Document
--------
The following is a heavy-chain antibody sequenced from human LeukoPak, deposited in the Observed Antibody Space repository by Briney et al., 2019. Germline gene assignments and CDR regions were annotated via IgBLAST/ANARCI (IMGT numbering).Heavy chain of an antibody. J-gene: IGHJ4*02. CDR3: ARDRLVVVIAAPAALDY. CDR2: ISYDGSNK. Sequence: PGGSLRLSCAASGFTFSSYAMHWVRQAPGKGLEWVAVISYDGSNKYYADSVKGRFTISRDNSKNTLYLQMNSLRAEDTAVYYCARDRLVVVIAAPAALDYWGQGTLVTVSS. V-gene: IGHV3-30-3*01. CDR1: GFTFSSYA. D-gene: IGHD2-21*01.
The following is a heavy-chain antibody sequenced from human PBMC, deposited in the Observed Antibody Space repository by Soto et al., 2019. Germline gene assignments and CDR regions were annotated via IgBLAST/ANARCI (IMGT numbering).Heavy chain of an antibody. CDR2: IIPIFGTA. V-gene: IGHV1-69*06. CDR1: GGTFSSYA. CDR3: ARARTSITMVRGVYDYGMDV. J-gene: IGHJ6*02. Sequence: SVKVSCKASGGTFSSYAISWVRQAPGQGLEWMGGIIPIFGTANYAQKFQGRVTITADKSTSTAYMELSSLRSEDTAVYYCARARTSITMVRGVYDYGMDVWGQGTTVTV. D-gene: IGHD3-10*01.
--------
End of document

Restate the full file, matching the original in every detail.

The following is a heavy-chain antibody sequenced from human LeukoPak, deposited in the Observed Antibody Space repository by Briney et al., 2019. Germline gene assignments and CDR regions were annotated via IgBLAST/ANARCI (IMGT numbering).Heavy chain of an antibody. J-gene: IGHJ4*02. CDR3: ARDRLVVVIAAPAALDY. CDR2: ISYDGSNK. Sequence: PGGSLRLSCAASGFTFSSYAMHWVRQAPGKGLEWVAVISYDGSNKYYADSVKGRFTISRDNSKNTLYLQMNSLRAEDTAVYYCARDRLVVVIAAPAALDYWGQGTLVTVSS. V-gene: IGHV3-30-3*01. CDR1: GFTFSSYA. D-gene: IGHD2-21*01.
The following is a heavy-chain antibody sequenced from human PBMC, deposited in the Observed Antibody Space repository by Soto et al., 2019. Germline gene assignments and CDR regions were annotated via IgBLAST/ANARCI (IMGT numbering).Heavy chain of an antibody. CDR2: IIPIFGTA. V-gene: IGHV1-69*06. CDR1: GGTFSSYA. CDR3: ARARTSITMVRGVYDYGMDV. J-gene: IGHJ6*02. Sequence: SVKVSCKASGGTFSSYAISWVRQAPGQGLEWMGGIIPIFGTANYAQKFQGRVTITADKSTSTAYMELSSLRSEDTAVYYCARARTSITMVRGVYDYGMDVWGQGTTVTV. D-gene: IGHD3-10*01.